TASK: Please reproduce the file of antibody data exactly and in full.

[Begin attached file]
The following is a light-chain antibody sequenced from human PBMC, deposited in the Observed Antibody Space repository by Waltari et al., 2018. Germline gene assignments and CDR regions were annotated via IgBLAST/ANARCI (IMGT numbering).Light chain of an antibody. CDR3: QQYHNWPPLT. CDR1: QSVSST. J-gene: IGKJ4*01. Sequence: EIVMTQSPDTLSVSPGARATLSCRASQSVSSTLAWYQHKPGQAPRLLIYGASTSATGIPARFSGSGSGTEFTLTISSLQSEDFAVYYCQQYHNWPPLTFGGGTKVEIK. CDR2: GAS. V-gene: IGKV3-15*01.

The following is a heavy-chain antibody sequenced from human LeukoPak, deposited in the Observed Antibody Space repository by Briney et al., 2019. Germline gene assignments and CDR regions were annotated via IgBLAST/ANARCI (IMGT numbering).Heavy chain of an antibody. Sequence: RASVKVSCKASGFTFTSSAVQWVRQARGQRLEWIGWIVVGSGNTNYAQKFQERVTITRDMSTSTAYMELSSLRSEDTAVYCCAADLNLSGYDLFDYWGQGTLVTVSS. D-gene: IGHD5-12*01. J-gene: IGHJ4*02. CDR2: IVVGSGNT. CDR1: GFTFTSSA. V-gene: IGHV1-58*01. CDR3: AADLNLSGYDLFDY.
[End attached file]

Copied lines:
The following is a light-chain antibody sequenced from human PBMC, deposited in the Observed Antibody Space repository by Waltari et al., 2018. Germline gene assignments and CDR regions were annotated via IgBLAST/ANARCI (IMGT numbering).Light chain of an antibody. CDR3: QQYHNWPPLT. CDR1: QSVSST. J-gene: IGKJ4*01. Sequence: EIVMTQSPDTLSVSPGARATLSCRASQSVSSTLAWYQHKPGQAPRLLIYGASTSATGIPARFSGSGSGTEFTLTISSLQSEDFAVYYCQQYHNWPPLTFGGGTKVEIK. CDR2: GAS. V-gene: IGKV3-15*01.

The following is a heavy-chain antibody sequenced from human LeukoPak, deposited in the Observed Antibody Space repository by Briney et al., 2019. Germline gene assignments and CDR regions were annotated via IgBLAST/ANARCI (IMGT numbering).Heavy chain of an antibody. Sequence: RASVKVSCKASGFTFTSSAVQWVRQARGQRLEWIGWIVVGSGNTNYAQKFQERVTITRDMSTSTAYMELSSLRSEDTAVYCCAADLNLSGYDLFDYWGQGTLVTVSS. D-gene: IGHD5-12*01. J-gene: IGHJ4*02. CDR2: IVVGSGNT. CDR1: GFTFTSSA. V-gene: IGHV1-58*01. CDR3: AADLNLSGYDLFDY.